I was shocked at the angry discourse that followed. People I did not know accused me of being disrespectful to the men and women who had lost their lives. I was called ignorant and uncaring. I was accused of being a peacenik—which I don’t consider an insult, but the writer thought it was.

I tried to defend my statement, explaining that the people I knew over my 20-plus years as an Army spouse—or as I liked to describe myself, as a camp follower—wouldn’t mind a thank you. The soldiers that worked with my husband Chuck and the military family members that became dear friends all celebrated days of honor—Flag Day, June 14; Armed Forces Day on the third Saturday of May; the 4th of July; Memorial Day and Veterans Day—with the same thoughts.

We honored all of these meaningful days in the same way. We prayed for the safety of the men and women currently in harm’s way. We said thank you—and celebrated— all those currently serving. And of course, we remembered the men and women who had served in the past and those who had made the ultimate sacrifice.

The Internet conversation continued to deteriorate and became extremely unpleasant so I did what I should have done from the beginning, I left the discussion.

However, this week as we approach Memorial Day, I am reminded of the exchange. As I see the flags fluttering on the graves of veterans at our community cemeteries and as I enjoy the line of flags at Harbor Park placed by the American Legion, I do remember those we have lost in wars and conflicts.

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The grave marker of my mom’s uncle Lenard. Thanks to cousin Terry Evans for the photo.

The sacrifice of these brave young men and women—now forever young—will never be forgotten. My heart goes out to the friends and family left behind.

But I still think it is appropriate to say a thank you to the people currently serving and to those who served. When I say thank you for your service to a member of our military, it doesn’t just mean thank you for getting through boot camp and for learning your job—whether it is as an engineer, a driver, a cook, quartermaster or sniper. It isn’t just for learning how to shoot a rifle or run five miles.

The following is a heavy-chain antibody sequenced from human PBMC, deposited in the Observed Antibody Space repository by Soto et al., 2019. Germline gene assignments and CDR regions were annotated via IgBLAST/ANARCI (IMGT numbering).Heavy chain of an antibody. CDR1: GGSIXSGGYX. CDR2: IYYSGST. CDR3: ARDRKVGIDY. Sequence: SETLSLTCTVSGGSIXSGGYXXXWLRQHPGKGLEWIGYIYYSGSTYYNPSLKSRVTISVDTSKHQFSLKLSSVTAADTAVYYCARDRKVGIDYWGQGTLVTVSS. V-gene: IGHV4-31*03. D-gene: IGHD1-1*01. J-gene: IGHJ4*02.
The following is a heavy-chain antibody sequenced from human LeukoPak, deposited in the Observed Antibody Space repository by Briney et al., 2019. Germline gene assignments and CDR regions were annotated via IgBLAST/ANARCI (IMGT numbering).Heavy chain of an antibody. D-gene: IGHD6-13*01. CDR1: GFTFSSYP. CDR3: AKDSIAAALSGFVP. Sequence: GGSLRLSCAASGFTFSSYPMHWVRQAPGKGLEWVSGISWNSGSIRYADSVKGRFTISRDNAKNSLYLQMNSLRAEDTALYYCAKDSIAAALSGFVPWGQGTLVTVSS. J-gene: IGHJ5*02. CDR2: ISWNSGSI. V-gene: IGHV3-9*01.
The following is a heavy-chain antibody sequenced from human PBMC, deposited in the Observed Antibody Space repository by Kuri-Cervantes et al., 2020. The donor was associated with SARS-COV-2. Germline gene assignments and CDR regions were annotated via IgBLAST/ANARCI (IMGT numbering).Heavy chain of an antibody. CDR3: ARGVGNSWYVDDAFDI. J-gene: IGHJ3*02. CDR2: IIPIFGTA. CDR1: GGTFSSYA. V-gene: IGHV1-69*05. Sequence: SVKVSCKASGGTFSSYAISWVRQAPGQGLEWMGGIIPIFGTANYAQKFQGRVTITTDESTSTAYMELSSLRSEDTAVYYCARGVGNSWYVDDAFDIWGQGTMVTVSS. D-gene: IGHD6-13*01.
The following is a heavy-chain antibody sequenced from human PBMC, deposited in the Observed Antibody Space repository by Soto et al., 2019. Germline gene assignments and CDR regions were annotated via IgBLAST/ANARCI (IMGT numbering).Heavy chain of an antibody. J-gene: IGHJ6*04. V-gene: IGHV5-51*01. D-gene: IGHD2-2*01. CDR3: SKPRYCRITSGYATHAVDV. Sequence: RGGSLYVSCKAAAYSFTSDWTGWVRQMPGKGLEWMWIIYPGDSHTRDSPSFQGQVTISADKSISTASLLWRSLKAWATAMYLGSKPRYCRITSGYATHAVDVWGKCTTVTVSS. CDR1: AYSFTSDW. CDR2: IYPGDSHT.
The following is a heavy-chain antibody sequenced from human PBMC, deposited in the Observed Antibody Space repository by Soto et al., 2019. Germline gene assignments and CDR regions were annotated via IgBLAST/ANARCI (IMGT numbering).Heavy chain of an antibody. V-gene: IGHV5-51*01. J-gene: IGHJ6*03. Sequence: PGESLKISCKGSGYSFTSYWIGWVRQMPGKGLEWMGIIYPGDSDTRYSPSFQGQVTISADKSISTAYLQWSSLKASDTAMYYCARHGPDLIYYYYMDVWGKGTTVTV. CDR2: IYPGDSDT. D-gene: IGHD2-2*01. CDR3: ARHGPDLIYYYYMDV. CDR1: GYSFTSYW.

While the separation from families, hard work and stress constantly faced by our military is appreciated, when I say thank you on Memorial Day it is in remembrance of the horrors these men and women have seen. At the News-Herald, I have had the honor of interviewing dozens of servicemen and women and I am always touched by their humility and their insistence that the true heroes are the ones who did not make it home.

The members of our armed services know more than anyone the pain of losing someone to war.

So thank you, to all our military men and women for bravely carrying on, for reminding us of the great loss we mourn on Memorial Day. Peace to all who have been touched by war.

With the tears a land hath
shed, their graves should
ever be green.
Thomas Bailey Aldrich


Where are We

whereCook County News-Herald staffers love to get out and about the county. So we decided, while we are traveling the highway and bushwhacking through the forest, to take pictures to see if our readers can guess WHERE ARE WE?

Although News-Herald Editor Rhonda Silence thought the April WHERE ARE WE? would be really easy, we only received a few correct entries. Drawn from the correct entries was Bonnie Kabe of St. Joseph, Minnesota, who knew that the bench in the photo is at the Grand Marais Recreation Park. The bench sits at the top of the steps near the Arrowhead Animal Rescue building. It overlooks the rocky shoreline west of the Grand Marais harbor.

Bonnie wins a free subscription to the Cook County News-Herald.

Try your luck! Take a look at the May photo. If you think you know where this photo was taken, send us your answer.

You don’t have to be the first to reply. The location will be announced next month and a winner will be drawn from all the correct answers. Whoever is drawn from the correct entries receives a free one-year subscription to the Cook County News-Herald (a $32 value). Good luck!

Answer to the May WHERE ARE WE? must be received  by June 13, 2016.

Send your entry to:

Cook County News-Herald
PO Box 757
Grand Marais MN 55604

Drop it by our office at:

15 First Avenue West
Fax: 218-387-9500
email: starnews@boreal.org
Questions? 218-387-9100